HbA1c values satisfied the ADA target of < 7% in only 12 of 89 patients with type 1 diabetes (13%) and 144 of 476 patients with type 2 diabetes (30%) in whom results were available. HbA1c was > 8% in 42 (47%) and 162 (34%) of those with type 1 and type 2 diabetes, respectively.
Data on blood pressure treatment and control were available in over 90% of patients with complication reviews. Antihypertensive treatment was being used by 35% of those with type 1 and 71% of those with type 2 diabetes. Among those with type 1 diabetes receiving antihypertensive treatment, the treatment comprised one agent for 26 patients (84%), two agents for four patients (13%) and three agents for one patient (3%). Corresponding figures in patients with type 2 diabetes were 205 (60%), 118 (35%) and 17 (5%), respectively.
Among those treated, blood pressure readings were at or below the ADA target of 130/80 mmHg in nine of those with type 1 diabetes (29%) and 82 of those with type 2 diabetes (24%). Among patients not receiving antihypertensive medication, blood pressure was ≤ 130/80 mmHg in 34 of those with type 1 diabetes (60%) and 53 of those with type 2 diabetes (38%).
Total cholesterol levels and information about treatment with lipid-lowering agents were recorded in 51 patients with type 1 diabetes and 335 patients with type 2 diabetes. Of these, 16 (31%) and 177 (53%), respectively, were being treated with lipid-lowering agents. Among patients with type 1 diabetes, 10 treated patients (63%) and 29 untreated patients (83%) had total cholesterol levels < 5.5 mmol/L. Corresponding figures for those with type 2 diabetes were 144 (81%) and 111 (70%), respectively.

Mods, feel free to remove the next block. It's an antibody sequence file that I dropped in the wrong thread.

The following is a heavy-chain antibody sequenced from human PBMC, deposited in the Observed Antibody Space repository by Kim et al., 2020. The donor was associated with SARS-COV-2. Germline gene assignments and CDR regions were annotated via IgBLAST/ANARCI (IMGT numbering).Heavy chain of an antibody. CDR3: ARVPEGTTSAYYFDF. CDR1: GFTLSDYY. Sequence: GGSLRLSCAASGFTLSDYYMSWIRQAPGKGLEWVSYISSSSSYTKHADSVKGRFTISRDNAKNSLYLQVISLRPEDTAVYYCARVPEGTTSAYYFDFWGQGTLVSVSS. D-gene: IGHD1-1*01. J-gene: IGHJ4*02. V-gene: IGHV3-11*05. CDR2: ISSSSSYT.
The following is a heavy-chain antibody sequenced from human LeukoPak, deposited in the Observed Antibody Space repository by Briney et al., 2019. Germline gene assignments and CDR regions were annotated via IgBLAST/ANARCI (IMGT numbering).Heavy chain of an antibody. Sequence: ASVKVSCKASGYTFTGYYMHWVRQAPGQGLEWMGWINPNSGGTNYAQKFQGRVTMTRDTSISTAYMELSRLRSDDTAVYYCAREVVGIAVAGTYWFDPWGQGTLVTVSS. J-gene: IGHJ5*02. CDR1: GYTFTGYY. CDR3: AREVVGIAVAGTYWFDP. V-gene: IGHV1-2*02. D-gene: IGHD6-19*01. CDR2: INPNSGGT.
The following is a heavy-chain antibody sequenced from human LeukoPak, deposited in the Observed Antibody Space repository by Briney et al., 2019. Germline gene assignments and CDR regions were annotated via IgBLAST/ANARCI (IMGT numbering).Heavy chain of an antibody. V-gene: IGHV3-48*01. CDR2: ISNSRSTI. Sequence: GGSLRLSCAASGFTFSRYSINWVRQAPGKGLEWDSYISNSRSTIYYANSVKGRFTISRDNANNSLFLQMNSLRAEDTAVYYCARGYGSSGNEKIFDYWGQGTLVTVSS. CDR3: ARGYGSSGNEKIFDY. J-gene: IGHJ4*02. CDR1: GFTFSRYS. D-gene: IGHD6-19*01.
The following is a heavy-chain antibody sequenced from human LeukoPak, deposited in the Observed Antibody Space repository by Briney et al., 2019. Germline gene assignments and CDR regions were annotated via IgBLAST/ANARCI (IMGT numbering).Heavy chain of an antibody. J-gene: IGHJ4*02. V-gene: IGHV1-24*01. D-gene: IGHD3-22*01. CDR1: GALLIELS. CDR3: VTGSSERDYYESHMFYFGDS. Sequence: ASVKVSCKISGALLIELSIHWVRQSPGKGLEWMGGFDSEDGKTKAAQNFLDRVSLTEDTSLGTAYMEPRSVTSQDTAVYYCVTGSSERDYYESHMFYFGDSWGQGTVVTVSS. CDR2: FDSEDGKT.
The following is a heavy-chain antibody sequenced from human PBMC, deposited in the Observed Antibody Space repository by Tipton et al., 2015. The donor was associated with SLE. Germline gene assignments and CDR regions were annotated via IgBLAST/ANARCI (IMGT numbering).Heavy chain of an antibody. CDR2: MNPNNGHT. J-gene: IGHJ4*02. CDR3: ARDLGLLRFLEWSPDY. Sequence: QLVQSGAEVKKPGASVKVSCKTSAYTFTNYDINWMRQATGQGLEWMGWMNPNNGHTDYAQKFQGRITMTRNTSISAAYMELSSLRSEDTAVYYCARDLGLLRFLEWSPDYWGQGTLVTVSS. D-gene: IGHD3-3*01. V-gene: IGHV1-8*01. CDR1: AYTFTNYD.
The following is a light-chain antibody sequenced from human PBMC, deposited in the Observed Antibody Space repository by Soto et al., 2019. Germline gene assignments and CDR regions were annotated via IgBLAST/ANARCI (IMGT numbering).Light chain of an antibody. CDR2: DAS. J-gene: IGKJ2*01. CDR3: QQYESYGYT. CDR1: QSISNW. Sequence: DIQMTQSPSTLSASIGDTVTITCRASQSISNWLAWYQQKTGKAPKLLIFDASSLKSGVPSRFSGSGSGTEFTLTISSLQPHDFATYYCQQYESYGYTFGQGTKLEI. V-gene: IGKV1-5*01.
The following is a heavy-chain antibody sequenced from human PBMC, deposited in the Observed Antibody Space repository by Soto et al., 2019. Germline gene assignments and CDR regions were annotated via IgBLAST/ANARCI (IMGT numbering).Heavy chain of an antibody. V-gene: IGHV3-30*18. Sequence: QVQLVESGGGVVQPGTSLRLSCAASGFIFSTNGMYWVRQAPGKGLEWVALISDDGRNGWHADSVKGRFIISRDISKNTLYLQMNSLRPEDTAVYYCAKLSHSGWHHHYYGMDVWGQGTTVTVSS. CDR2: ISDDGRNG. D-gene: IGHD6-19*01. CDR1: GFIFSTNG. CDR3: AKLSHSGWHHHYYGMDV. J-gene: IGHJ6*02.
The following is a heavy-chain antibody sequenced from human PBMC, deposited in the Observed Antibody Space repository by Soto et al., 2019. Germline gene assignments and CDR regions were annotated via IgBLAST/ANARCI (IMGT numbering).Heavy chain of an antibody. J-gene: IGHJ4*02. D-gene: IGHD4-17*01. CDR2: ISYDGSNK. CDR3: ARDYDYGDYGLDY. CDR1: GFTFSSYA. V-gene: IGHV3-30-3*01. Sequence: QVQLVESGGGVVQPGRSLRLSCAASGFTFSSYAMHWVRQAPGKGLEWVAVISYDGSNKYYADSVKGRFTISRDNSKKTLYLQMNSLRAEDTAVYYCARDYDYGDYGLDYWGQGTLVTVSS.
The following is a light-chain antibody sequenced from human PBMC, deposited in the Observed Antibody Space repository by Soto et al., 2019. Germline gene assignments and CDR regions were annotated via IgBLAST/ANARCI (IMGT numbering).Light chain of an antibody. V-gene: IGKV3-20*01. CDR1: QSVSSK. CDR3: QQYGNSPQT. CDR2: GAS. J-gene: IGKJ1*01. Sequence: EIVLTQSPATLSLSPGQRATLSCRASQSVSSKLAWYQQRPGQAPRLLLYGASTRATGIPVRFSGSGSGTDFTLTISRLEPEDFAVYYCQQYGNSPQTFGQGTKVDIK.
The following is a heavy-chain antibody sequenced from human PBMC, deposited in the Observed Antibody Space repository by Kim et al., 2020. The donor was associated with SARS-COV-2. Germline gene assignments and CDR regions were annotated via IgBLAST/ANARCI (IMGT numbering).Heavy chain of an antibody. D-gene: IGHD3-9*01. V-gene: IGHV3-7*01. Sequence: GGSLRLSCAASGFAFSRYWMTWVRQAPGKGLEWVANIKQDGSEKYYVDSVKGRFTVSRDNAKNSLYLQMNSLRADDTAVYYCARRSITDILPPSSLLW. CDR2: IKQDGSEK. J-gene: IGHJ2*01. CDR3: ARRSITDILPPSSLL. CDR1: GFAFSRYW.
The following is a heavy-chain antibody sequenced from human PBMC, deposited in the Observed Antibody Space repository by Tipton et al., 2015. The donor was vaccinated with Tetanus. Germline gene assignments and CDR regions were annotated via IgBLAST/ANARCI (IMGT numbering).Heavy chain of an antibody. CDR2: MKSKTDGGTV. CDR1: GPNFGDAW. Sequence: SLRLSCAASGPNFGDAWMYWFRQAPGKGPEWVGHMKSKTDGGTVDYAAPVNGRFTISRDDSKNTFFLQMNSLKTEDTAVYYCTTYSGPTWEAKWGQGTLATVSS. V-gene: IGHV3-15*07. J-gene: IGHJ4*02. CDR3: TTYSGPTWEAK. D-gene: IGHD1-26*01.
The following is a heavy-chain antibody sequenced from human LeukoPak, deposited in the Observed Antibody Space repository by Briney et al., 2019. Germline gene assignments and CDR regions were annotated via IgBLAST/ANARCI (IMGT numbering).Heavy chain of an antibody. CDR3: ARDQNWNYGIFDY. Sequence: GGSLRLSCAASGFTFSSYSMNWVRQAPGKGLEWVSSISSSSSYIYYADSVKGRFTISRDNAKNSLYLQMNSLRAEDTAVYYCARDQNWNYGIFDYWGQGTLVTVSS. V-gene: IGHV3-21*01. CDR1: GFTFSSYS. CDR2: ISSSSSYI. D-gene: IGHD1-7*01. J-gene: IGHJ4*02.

Of the patients described above, LDL cholesterol levels and information on treatment with lipid-lowering agents were available in 35 type 1 and 235 type 2 diabetes patients. Among patients with type 1 diabetes, six of the 10 treated patients (60%) and nine of the 25 untreated patients (36%) had LDL cholesterol levels < 2.6 mmol/L. Results were similar in type 2 diabetes: 73 of 125 treated patients (58%) and 44 of 110 untreated patients (40%) had LDL cholesterol levels < 2.6 mmol/L.
Of the patients with data available, HDL cholesterol level was ≥ 1.0 mmol/L in about 90% of patients with type 1 diabetes and 70% of patients with type 2 diabetes, irrespective of treatment status. Triglyceride levels were within target (< 1.7 mmol/L) in more than 80% of type 1 and about 40% of type 2 diabetes patients with results available.
Over 95% of the total cohort had the results of a recent retinal examination recorded (most frequently with an ophthalmologist), with documented retinopathy in 49 of those with type 1 diabetes (52%) and 88 of those with type 2 diabetes (18%).